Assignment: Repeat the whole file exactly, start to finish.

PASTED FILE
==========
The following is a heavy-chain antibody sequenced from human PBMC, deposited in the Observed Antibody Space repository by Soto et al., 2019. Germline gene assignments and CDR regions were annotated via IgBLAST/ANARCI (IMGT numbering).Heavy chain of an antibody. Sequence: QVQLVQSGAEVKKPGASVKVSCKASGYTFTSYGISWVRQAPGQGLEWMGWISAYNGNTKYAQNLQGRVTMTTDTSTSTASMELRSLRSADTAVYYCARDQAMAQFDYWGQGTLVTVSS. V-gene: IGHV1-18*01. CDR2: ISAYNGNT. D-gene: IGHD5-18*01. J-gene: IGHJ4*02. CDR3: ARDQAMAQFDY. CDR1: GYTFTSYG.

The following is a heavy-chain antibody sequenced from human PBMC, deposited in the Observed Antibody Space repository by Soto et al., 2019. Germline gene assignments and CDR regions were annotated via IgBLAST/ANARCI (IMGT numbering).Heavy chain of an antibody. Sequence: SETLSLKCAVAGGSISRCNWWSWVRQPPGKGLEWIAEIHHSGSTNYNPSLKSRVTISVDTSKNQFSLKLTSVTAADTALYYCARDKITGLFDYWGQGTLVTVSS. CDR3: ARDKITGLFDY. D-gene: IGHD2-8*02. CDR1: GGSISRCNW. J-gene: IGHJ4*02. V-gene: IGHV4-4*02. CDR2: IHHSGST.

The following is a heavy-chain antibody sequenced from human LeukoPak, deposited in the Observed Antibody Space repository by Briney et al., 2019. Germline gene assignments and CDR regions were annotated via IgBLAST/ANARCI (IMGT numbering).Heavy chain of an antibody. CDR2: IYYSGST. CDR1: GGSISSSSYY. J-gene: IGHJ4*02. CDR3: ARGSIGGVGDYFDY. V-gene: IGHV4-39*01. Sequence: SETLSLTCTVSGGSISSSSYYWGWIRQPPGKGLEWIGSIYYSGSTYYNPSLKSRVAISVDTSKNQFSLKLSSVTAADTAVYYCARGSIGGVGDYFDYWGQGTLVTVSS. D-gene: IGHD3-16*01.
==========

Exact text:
The following is a heavy-chain antibody sequenced from human PBMC, deposited in the Observed Antibody Space repository by Soto et al., 2019. Germline gene assignments and CDR regions were annotated via IgBLAST/ANARCI (IMGT numbering).Heavy chain of an antibody. Sequence: QVQLVQSGAEVKKPGASVKVSCKASGYTFTSYGISWVRQAPGQGLEWMGWISAYNGNTKYAQNLQGRVTMTTDTSTSTASMELRSLRSADTAVYYCARDQAMAQFDYWGQGTLVTVSS. V-gene: IGHV1-18*01. CDR2: ISAYNGNT. D-gene: IGHD5-18*01. J-gene: IGHJ4*02. CDR3: ARDQAMAQFDY. CDR1: GYTFTSYG.

The following is a heavy-chain antibody sequenced from human PBMC, deposited in the Observed Antibody Space repository by Soto et al., 2019. Germline gene assignments and CDR regions were annotated via IgBLAST/ANARCI (IMGT numbering).Heavy chain of an antibody. Sequence: SETLSLKCAVAGGSISRCNWWSWVRQPPGKGLEWIAEIHHSGSTNYNPSLKSRVTISVDTSKNQFSLKLTSVTAADTALYYCARDKITGLFDYWGQGTLVTVSS. CDR3: ARDKITGLFDY. D-gene: IGHD2-8*02. CDR1: GGSISRCNW. J-gene: IGHJ4*02. V-gene: IGHV4-4*02. CDR2: IHHSGST.

The following is a heavy-chain antibody sequenced from human LeukoPak, deposited in the Observed Antibody Space repository by Briney et al., 2019. Germline gene assignments and CDR regions were annotated via IgBLAST/ANARCI (IMGT numbering).Heavy chain of an antibody. CDR2: IYYSGST. CDR1: GGSISSSSYY. J-gene: IGHJ4*02. CDR3: ARGSIGGVGDYFDY. V-gene: IGHV4-39*01. Sequence: SETLSLTCTVSGGSISSSSYYWGWIRQPPGKGLEWIGSIYYSGSTYYNPSLKSRVAISVDTSKNQFSLKLSSVTAADTAVYYCARGSIGGVGDYFDYWGQGTLVTVSS. D-gene: IGHD3-16*01.